Mali’s ruling junta has requested¬†immediate withdrawal of the UN’s peacekeeping mission in the country, MINUSMA, citing a “crisis of confidence” and failure to deal with security challenges. The junta, in power since 2020, has sidelined various regional and international partners while forging close ties to the Russian mercenary Wagner Group. Military officials resent MINUSMA’s human rights investigations, and have severely curtailed its access and mobility. The latest move comes after the UN released a report on a massacre by Malian troops and their mercenary allies in the town of Moura.¬†(Photo:¬†MINUSMA)

Africa
Mali

Mali massacre: jihadism or ethnic war?

Scores of Malians demonstrated in the town of Bankass, in central Mopti region, to demand state protection after more than 130 civilians were killed by presumed jihadist militants in three villages over the past days. The massacres in the localities are said to have been carried out by the Katiba Macina, a militant group led by Fulani preacher Amadou Kouffa. The gunmen burned huts and stole cattle in addition to killing villagers. The Katiba Macina is apparently an offshoot of the Qaeda-aligned Group for Support of Islam & Muslims (JNIM). However, in Mopti region, traditionally known to the Fulani as Macina, the violence appears to have taken on an ethnic cast. In March 2019, more than 160 Fulani civilians were massacred at the village of Ogossagou. Fulani were also targeted in an April 2022 massacre attributed to Russian mercenaries from the Wagner Group. (Map: PCL)Afri

Africa
EUTM

EU ends Mali training as junta turns to Russia

The European Union announced¬†that it is halting its military training mission in Mali, citing the presence of Russian mercenaries from the Wagner Group, who are said to have committed a slew of abuses in recent weeks alongside the Malian armed forces. The training mission, known as EUTM Mali, was launched in 2013 to help restore state authority after much of the country’s north¬†had been captured by jihadist and separatist rebels. Thousands of Malian troops benefited from courses, although the soldiers were not vetted for involvement in rights abuses before their training, or monitored for violations after. The EU was therefore accused of supporting an army that has killed more civilians than jihadists in some years. The EUTM suspension comes two months after France announced the withdrawal of its counter-jihadist forces in Mali following its feud with the country’s ruling junta. Humanitarian needs are deepening amid the diplomatic and security shifts, while rights abuses have exploded since Wagner Group’s arrival. (Photo of Malian troops with EU advisors via EUTM Mali)

Africa
mali-hunger-displacement

Mali: crisis deepens as foreign forces withdraw

France and allied European countries are withdrawing their military forces from Mali after diplomatic relations broke down with the ruling junta that came to power in last year’s coup d’etat. The junta¬†has meanwhile reportedly welcomed in hundreds of mercenaries from the Russian Wagner Group. The diplomatic crisis has overshadowed a worsening humanitarian emergency that has seen severe hunger hit the highest level since 2013, when the seizure of large parts of the country by jihadist rebels prompted the French intervention. Over 350,000 people have now fled violence linked to jihadist groups aligned to al-Qaeda and the so-called Islamic State‚ÄĒa nearly 70% increase from early 2020.¬†(Photo of Mali¬†displaced¬†persons camp:¬†The New Humanitarian)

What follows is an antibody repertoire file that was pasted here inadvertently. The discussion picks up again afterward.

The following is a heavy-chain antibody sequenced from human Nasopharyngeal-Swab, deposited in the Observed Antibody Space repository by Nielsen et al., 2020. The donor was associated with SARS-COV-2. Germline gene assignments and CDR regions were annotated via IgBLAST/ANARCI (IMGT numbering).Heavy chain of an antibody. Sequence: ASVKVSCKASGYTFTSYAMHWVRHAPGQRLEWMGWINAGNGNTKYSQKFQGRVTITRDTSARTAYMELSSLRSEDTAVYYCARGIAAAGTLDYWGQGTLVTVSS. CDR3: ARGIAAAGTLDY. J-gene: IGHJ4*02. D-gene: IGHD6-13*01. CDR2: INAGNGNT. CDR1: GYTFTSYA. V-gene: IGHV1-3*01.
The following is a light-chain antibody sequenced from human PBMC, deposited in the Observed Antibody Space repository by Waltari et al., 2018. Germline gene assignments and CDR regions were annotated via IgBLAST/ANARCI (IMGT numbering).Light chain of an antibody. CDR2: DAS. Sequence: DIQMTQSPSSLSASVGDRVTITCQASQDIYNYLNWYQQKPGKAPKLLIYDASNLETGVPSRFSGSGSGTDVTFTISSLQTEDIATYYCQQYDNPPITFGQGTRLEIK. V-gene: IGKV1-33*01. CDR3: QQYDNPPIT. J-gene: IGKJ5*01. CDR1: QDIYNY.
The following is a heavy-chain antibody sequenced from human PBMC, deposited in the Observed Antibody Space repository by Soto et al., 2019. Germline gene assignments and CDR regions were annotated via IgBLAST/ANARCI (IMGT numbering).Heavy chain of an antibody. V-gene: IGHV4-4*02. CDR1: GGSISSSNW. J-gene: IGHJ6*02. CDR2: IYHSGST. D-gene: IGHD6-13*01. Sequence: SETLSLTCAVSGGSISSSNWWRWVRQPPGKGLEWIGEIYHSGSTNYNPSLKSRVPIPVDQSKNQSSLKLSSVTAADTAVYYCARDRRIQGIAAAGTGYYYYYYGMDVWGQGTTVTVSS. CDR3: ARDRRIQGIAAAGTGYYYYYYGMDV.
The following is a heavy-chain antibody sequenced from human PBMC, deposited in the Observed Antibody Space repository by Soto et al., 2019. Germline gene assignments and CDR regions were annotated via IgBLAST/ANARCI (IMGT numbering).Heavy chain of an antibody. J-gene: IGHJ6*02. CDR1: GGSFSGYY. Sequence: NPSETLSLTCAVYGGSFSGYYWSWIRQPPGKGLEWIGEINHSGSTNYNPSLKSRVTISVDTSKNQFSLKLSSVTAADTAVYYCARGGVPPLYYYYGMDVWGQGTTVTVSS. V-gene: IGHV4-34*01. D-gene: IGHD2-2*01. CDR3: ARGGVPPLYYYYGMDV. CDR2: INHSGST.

Planet Watch
nuclear power

Podcast: Nuclear power? No thanks!

In Episode 110 of the CounterVortex podcast, Bill Weinberg rants against the current greenwashing of nuclear power, and hype about a supposedly “safe” new generation of reactors. Every stage of the nuclear cycle is ecocidal and genocidal. Uranium mining has poisoned the lands of indigenous peoples from Navajo Country to Saskatchewan to West Africa. The ongoing functioning of nuclear plants entails routine emissions of radioactive gases, factored in by the bureaucrats in determining “acceptable” levels of cancer. Disposal of the waste, and the retired reactor sites themselves, is a problem that inherently defies solution. They will be deadly for exponentially longer into the future than biblical times stretch into the past. The Waste Isolation Pilot Project (WIPP) in New Mexico, hyped as secure for hundreds of millennia, leaked plutonium after only 13 years.¬†And finally there is the “sexiest” issue, the one that actually gets some media play, at least‚ÄĒthe risk of accident. It is a mark of capitalism’s depravity that even after the nightmares of Fukushima and Chernobyl, we periodically get media campaigns about an imminent “nuclear renaissance.” Nuclear versus fossil fuels is the false choice offered us by industry. The imperative is to get off the extraction economy and on to one based on sustainability and resource conservation.¬†Listen on SoundCloud or via Patreon. (Photo: Wikimedia Commons)

Africa
jihadis

Russian mercenaries to Mali?

France, now in the process of drawing down its military presence in West Africa’s Sahel nations, criticized plans that could see Russian mercenaries brought to Mali, where jihadist groups tied to ISIS or al-Qaeda operate in large parts of the country. Reports suggest that Mali’s transitional government is considering a deal with the Wagner Group, which has close links to Vladimir Putin and is also active in Central African Republic. The Coordinating Body of Azawad Movements (CMA), a coalition of Tuareg rebel groups that signed a peace deal with the Malian government in 2015, likewise expressed¬†its “firm opposition” to any agreement to bring in the Wagner Group. (Photo: FIDES)